I made a point about artifact loci above. Here is the question that they pose. If there were 'cities' what did they do? There are no quanitities of unidentified pottery, stone stools, crafts (beads worked shells etc) around the Persian gulf, there is no identifiable use of resources, there is no identifiable use of or domestication of plants or animals. So what did they do? : ]



posted on Sep, 1 2013 @ 05:59 PM
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My take on mans history is more like filling in what we can see, what we see happening around us right now. And what we cant find.


(1) Multiple different types of humanoid did originate from a primate

(2) We all had specific habitats.

(3) Climate change "moved" these habitats or destroyed them. Forcing us into different corners of the world. So some exploration was curiosity, some survival. Some invention curiosity, some necessity.

(4) At certain times our different tribes were so cut off from each other, or forced together, due to ice sheets etc.... We interbreed. Or had no contact for 10,000s of years. This isolation situation brings its own survival of the fittest, smartest ideas to fray.


Note; Even today very cold temperatures can make us rely less on technology susceptible to icing. So it would only seem logical we ditched some existing tech for more natural materials.


I would say this has been an ongoing cycle for maybe 1.5 million years. Civilization has been like walking up a volcano covered in ash. 2 steps up , one step back.



posted on Oct, 11 2013 @ 11:59 PM
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PhotonEffect
My take was that the flood, which is repeated throughout history to have occurred, may very well have been induced by a catastrophic earthquake and ensuing tsunami that affected a large swath of the coastal areas. Obviously these floods would have caught these early unsuspecting civilizations completely unprepared and would've wiped out entire cities and populations while also changing coastlines and flooding basins. All within a few days...

The part of your quote I highlighted is what makes this ubiquitous legend so very interesting to me. Because what you say is true...the ancient civilizations were completely taken by surprise. But at the heart of the Flood myths is the fact that someone was warned that this was going to happen, long enough ahead of time that he could build a boat, gather his family and some animals and gtfo.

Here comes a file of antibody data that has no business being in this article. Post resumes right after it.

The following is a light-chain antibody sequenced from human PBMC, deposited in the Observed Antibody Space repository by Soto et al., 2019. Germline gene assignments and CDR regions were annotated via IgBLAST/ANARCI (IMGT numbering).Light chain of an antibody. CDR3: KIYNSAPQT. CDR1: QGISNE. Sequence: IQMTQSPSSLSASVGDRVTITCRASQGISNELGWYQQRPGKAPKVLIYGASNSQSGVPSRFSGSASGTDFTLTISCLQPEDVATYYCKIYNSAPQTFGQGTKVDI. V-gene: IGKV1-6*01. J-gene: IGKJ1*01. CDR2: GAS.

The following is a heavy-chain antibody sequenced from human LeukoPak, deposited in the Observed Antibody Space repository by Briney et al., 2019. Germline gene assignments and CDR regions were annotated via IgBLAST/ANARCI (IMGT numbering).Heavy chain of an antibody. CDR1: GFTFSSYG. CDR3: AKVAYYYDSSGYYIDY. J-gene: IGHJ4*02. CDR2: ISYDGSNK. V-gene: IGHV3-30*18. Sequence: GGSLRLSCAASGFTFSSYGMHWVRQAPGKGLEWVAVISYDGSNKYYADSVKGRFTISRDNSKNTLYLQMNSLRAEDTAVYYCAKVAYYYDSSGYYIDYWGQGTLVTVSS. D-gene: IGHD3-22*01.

That's just....really interesting.



posted on Oct, 12 2013 @ 10:30 AM
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MapMistress

Originally posted by Hanslune
I would point out that at this time the finding of a 'city' in Cambay has never been verified and the 'artifacts' were found to be natural marine encrustations.


Not sure where you got that piece of info. Last I knew the underwater city in the Gulf of Cambay was a tourist site and the finds excavated so far are at various museums.

The only dispute that I'm aware of is ONE artifact out of many many artifacts. The disputed artifact is a piece of wood which is dated much older than the surrounding artifacts, which could be just an old piece of wood or that someone had an heirloom carved in wood.

The city in the Cambay Gulf is a known underwater excavation. Here's some great pics of the underwater site.

Dwaraka Underwater Pics

You have confused the actual ancient city of Dwaraka with the bogus claims of Graham Hancock concerning a piece of wood he dredged up in the Gulf of Khambat.

Here's a google map showing the location of the submerged Dwaraka - just offshore of the existing city of the same name.

Please note that the Gulf you mention is east and southeast from Dwaraka, at the other end of the Kathiawar peninsula. That is the peninsula that Dwarakla sits on the very western extreme of.

Harte
edit on 10/12/2013 by Harte because: (no reason given)



posted on Oct, 12 2013 @ 10:39 AM
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lonegurkha
As always my friend a very thought provoking idea. As you know I believe that man became "settled" long before the mainstream thinks we did. There are more and more sites showing up which are very much older than man's civilizations are supposed to be.If I may offer a couple of links.

Older than Stonehenge

This site is about the same age as the dawn - or the basic beginnings - of what we define as civilization.

However, no civilization (by definition) built it.


lonegurkha
Ancient India city found underwater

That is a bogus "site" that doesn't even exist and is the same site that Hans thought mapmistress was referring to.

Nothing whatsoever has ever been found there.


lonegurkhaThere are quite a few more which have been found recently, However they have no confirmed dating yet.The estimated dates vary to as much as 12000 years.

There are parts of Jericho that are at least 10,000 years old. This has been known for many decades but changes nothing in regards to the definition of a civilization.

You might disagree with said definition. That's your perogative. However, you cannot expect an entire field of science to change their definition of "civilization" based on your particular preferences.

To date, the oldest known civilization (going by the Anthropological definition) is Sumer. There's been no evidence whatsoever of any earlier one.

Obviously, that doesn't mean there wasn't one.

Harte



posted on Oct, 12 2013 @ 12:30 PM
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reply to post by Harte
 


The definitions of civilization and cultures are rather restrictive especially the former.

However I could suggest that people could refer to these near civilizations as either proto-civilizations or pre-civilizations